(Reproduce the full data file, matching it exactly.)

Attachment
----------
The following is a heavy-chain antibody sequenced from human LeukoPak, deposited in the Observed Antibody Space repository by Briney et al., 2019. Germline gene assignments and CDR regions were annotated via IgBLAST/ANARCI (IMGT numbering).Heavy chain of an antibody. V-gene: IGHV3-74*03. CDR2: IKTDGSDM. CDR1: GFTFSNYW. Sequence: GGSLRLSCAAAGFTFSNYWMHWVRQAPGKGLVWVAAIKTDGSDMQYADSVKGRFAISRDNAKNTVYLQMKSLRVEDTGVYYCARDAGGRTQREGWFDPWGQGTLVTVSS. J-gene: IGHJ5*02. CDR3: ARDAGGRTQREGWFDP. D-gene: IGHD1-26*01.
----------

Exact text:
The following is a heavy-chain antibody sequenced from human LeukoPak, deposited in the Observed Antibody Space repository by Briney et al., 2019. Germline gene assignments and CDR regions were annotated via IgBLAST/ANARCI (IMGT numbering).Heavy chain of an antibody. V-gene: IGHV3-74*03. CDR2: IKTDGSDM. CDR1: GFTFSNYW. Sequence: GGSLRLSCAAAGFTFSNYWMHWVRQAPGKGLVWVAAIKTDGSDMQYADSVKGRFAISRDNAKNTVYLQMKSLRVEDTGVYYCARDAGGRTQREGWFDPWGQGTLVTVSS. J-gene: IGHJ5*02. CDR3: ARDAGGRTQREGWFDP. D-gene: IGHD1-26*01.